Repeating history

I’m trying to think of anything recent that is truly new in the landscape of arguments over religion. Depending on how coarse-grained you’re willing to allow comparisons to get, there isn’t a whole lot that is new under the sun.

Philosophy about religion tends to repeat itself this way. It’s hard to come up with a new version of the design argument that either Hume or Darwin doesn’t have something significant to say about. Dawkins’s “a designer that explains complexity would have to be even more complex” argument, for example, has many echoes of older arguments in it. And I remember too many instances where I thought I ran into something new, but was later embarrassed to find out I just didn’t know enough about the history of the debate. For example, I used to think “the good due to having regular laws of nature overrides the unfortunate evil consequences of laws” was an interesting new twist on theodicy. I was an idiot, naturally. It seems the argument was just out fashion, and not appearing as often in the newer literature I was sampling.

Science-flavored arguments also can repeat themselves. There’s a lot in today’s design arguments that could be deflated by some knowledge of the track record of very similar intuitions in the history of science. And a whole lot of what science-minded skeptics say today wouldn’t have been out of place in the nineteenth century.

It’s not like we always stumble over the same territory in our arguments. Today’s philosophers are less likely to attack a transcendent God while relying on a transcendent conception of Reason. And science does its new things as well. One example, I hope, is one of my hobbyhorses—the emphasis on the random element in how the world works, and how this undermines ideas of a purpose behind nature. (Talk of chance and necessity goes back to the Greeks, but our modern ideas of chance and necessity are significantly different.) But I don’t know how much I can push such novel elements. They certainly have not penetrated into any popular awareness.

So, if there is a lot of repeating history going on in our arguments over the gods, what does this mean? I’m not sure, but one possibility is that we’re not really making a lot of progress. The moves and countermoves in the debate are known too well: skeptics and true believers know how to respond before their opposition even finishes their next “new” argument. As a result, science-minded skeptics might tend to complacency, because we already occupy a skeptical subculture. We encounter things like “intelligent design” as a political nuisance rather than an intellectual challenge.

But I’m not sure what that means either.

About Taner Edis

Professor of physics at Truman State University

  • http://www.blogger.com/profile/13562135000111792590 RBH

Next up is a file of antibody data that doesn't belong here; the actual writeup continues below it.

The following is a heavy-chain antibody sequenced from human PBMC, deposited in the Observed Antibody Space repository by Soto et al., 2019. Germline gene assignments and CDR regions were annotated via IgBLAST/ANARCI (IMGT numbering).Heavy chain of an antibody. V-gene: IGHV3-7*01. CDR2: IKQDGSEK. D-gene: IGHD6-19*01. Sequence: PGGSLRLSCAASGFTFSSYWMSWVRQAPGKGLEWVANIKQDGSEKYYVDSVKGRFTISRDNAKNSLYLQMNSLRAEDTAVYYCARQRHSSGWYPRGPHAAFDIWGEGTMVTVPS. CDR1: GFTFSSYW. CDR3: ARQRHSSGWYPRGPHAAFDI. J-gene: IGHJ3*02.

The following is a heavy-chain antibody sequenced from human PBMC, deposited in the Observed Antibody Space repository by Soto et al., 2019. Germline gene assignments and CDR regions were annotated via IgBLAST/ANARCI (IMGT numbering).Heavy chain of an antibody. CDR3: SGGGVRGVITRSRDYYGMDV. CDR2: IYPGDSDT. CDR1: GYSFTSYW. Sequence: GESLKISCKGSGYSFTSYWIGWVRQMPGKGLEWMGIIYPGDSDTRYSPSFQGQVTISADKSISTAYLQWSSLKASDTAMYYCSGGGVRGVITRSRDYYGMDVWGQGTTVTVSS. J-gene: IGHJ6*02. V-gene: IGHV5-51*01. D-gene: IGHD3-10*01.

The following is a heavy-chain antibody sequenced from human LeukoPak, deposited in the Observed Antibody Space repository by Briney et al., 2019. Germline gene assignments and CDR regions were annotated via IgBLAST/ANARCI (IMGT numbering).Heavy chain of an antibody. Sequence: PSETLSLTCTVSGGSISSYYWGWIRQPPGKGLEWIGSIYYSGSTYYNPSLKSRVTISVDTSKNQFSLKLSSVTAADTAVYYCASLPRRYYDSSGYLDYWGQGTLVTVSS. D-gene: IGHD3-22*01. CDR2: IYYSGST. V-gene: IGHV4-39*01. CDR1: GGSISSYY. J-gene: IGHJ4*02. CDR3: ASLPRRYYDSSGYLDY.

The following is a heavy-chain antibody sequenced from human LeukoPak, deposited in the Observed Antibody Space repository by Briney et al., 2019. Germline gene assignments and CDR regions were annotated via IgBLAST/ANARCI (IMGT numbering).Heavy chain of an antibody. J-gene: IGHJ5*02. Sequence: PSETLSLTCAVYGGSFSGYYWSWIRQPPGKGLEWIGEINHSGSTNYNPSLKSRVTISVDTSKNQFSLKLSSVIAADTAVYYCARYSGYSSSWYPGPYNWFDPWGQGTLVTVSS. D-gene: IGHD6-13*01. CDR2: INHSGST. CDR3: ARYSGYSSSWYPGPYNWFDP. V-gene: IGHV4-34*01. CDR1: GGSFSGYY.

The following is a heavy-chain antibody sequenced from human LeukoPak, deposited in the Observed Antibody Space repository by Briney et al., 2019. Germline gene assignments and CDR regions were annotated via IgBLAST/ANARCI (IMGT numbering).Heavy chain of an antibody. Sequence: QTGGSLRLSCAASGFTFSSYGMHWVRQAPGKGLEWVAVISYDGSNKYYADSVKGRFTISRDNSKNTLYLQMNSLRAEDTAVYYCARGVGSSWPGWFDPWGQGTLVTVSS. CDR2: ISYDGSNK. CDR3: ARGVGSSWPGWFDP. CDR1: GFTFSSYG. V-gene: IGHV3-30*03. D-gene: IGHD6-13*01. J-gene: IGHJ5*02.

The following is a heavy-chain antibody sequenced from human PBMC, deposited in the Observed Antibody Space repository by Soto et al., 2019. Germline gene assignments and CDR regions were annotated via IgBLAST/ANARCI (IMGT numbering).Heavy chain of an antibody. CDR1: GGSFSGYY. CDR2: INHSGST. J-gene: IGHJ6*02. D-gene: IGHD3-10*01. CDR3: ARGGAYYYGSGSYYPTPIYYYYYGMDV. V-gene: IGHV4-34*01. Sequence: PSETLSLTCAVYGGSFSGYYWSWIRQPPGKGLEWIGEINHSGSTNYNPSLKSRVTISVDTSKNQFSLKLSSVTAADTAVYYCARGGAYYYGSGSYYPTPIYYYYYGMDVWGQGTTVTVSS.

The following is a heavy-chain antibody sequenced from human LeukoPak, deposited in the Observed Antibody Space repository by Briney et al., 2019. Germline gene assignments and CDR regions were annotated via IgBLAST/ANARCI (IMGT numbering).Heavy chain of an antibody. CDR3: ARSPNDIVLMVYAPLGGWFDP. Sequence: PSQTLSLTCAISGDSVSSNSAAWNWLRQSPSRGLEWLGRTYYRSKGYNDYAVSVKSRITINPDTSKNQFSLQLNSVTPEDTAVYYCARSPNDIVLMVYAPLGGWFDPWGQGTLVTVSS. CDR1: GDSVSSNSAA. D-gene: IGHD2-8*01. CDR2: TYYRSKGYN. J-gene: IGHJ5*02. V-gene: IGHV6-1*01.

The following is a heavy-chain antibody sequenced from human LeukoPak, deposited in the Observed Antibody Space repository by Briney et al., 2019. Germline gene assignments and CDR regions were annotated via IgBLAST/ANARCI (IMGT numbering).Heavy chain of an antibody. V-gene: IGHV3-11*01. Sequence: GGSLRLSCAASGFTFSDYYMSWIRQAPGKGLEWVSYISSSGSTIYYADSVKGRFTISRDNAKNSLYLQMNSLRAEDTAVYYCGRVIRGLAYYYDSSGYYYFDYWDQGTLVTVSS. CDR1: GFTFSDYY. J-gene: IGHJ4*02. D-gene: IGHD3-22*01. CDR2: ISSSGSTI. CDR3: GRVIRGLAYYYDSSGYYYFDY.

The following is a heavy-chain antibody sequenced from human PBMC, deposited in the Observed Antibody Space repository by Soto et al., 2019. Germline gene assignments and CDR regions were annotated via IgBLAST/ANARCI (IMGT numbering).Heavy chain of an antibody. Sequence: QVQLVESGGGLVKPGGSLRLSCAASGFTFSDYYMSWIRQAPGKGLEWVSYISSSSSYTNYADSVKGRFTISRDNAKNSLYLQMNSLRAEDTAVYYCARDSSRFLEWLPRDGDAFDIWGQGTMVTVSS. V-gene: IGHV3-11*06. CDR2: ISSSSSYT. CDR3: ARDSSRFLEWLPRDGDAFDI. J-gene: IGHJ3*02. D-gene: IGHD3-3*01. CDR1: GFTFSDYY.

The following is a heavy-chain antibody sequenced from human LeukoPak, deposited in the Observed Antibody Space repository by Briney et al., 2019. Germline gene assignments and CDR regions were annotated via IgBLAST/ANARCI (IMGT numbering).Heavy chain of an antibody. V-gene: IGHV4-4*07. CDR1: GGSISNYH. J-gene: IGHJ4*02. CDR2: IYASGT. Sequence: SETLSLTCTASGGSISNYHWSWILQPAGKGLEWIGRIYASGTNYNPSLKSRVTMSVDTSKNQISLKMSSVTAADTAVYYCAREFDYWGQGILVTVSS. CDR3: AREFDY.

One example, I hope, is one of my hobbyhorses—the emphasis on the random element in how the world works, and how this undermines ideas of a purpose behind nature. (Talk of chance and necessity goes back to the Greeks, but our modern ideas of chance and necessity are significantly different.) But I don’t know how much I can push such novel elements. They certainly have not penetrated into any popular awareness.

    Have you seen John Wilkins’ take on the chance and randomness business, Darwin, God and chance? I’d be interested in your thoughts on it.

  • http://www.blogger.com/profile/05211466026535549638 Bradley Bowen

    Your comment on Philosophy of Religion is also often made about Philosophy in general, and the comment is certainly mistaken when Philosophy in general is the target.

    Setting aside the question of whether what has been published in the past few decades in Philosophy of Religion cuts into any new territory, it seems clear to me that there is still a great deal of room for truly new ideas in Philosophy of Religion.

    One area that seems wide-open to me, is skeptical analysis of theological reasoning. For example: “Suppose Jesus did rise from the dead, what is the significance of this event?” There is a great deal of theological thinking about this question that is quite naive and open to challenge.

    Christian believers and even Christian scholars tend to have no interest in skeptical thinking about such questions, and so they think loosely and freely with little rational constraint.

    Also, in the past, skeptical thinkers tended to avoid these questions too (Jesus didn’t rise from the dead, so who cares what the significance of such an imaginary event would be?). I think there are plenty of such questions and thinking that is ripe for skeptical analysis and critique.

  • http://www.blogger.com/profile/04821726438226371495 Ted Drange

    Ted Drange said…